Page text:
So, in a situation where the liquidation value of the company is Rs 1,000, fair value is Rs 3,000, and the bid is Rs 10,000. If you apply the waterfall (mechanism) under IBC, then it may be that secured creditors get Rs 8,000. Then you go down the waterfall and give some more money (than what they would’ve got if the company was being liquidated) by way of resolution amount to operational creditors.
Nilang Desai, Partner, AZB & Partners

Yet, an explanation to the section that specifies the threshold for payment to operational creditors is a cause of concern, according to Routh.

The explanation reads:

“For the removal of doubts, it is hereby clarified that a distribution in accordance with the provisions of this clause shall be fair and equitable to such creditors.”

Routh’s concern is the use of “fair and equitable” and its interpretation.

Should one read it as that if you apply these thresholds for payment to operational creditors, it will be a fair and equitable treatment; or are they saying that apply these thresholds in a fair and equitable manner?
Sudipta Routh, Partner, IndusLaw

It’s a problem if it’s the latter, he pointed out.

According to him this will pave the way for litigious claims on “fair and equitable. There is no place to consider crudities and inequities in economic legislations, Routh said.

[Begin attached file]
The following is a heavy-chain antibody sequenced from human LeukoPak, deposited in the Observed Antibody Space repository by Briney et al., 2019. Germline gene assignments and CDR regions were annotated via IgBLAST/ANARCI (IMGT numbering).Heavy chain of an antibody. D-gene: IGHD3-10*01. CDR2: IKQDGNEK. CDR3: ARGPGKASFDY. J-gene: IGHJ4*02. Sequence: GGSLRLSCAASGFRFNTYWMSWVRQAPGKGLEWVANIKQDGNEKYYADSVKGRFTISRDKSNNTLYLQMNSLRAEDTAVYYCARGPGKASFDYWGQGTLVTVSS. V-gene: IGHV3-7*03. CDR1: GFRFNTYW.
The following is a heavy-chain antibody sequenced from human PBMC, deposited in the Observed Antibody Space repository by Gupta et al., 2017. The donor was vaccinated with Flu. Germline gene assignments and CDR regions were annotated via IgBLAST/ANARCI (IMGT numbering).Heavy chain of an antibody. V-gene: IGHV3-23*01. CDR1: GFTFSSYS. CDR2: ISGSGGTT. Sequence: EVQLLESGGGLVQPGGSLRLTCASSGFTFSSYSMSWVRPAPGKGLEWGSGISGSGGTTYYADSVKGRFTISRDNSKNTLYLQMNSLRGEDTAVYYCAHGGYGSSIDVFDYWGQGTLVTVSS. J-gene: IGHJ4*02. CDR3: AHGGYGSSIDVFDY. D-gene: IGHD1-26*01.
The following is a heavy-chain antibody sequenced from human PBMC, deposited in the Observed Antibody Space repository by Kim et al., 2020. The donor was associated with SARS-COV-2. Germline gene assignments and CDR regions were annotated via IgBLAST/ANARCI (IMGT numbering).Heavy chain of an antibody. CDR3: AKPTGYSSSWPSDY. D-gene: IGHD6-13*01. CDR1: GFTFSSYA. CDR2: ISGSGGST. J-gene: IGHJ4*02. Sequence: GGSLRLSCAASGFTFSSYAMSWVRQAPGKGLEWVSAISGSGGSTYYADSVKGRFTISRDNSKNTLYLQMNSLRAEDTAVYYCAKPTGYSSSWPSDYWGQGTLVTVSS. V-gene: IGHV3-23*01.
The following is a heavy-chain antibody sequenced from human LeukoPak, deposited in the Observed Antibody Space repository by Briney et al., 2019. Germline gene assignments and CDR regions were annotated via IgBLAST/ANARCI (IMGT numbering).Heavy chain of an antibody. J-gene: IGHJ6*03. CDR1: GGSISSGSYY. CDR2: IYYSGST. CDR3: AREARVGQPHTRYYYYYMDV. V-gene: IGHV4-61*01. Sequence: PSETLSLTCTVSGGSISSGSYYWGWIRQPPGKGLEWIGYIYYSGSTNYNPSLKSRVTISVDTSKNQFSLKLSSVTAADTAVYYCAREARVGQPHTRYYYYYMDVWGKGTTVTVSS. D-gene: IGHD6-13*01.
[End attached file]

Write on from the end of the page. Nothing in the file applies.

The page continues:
Desai agreed. It would have been clearer if the provision said distribution as per thresholds laid down in law would be considered fail and equitable. Instead, the current language implies that — the distribution of the resolution plan amount should be as per thresholds in the law, and also fair and equitable, he added.

Can Resolution Plans Embed Tax Waivers?

The IBC amendments also clarify that that resolution plans will be binding on central and state governments and local authorities.

This essentially reiterated that crown dues are equated with operational debt and they rank lower in the credit hierarchy, Routh said. There are several government authorities who believe that their claim against the corporate debtor would be alive after it has come out of IBC—this clarification puts to rest such interpretations, he said.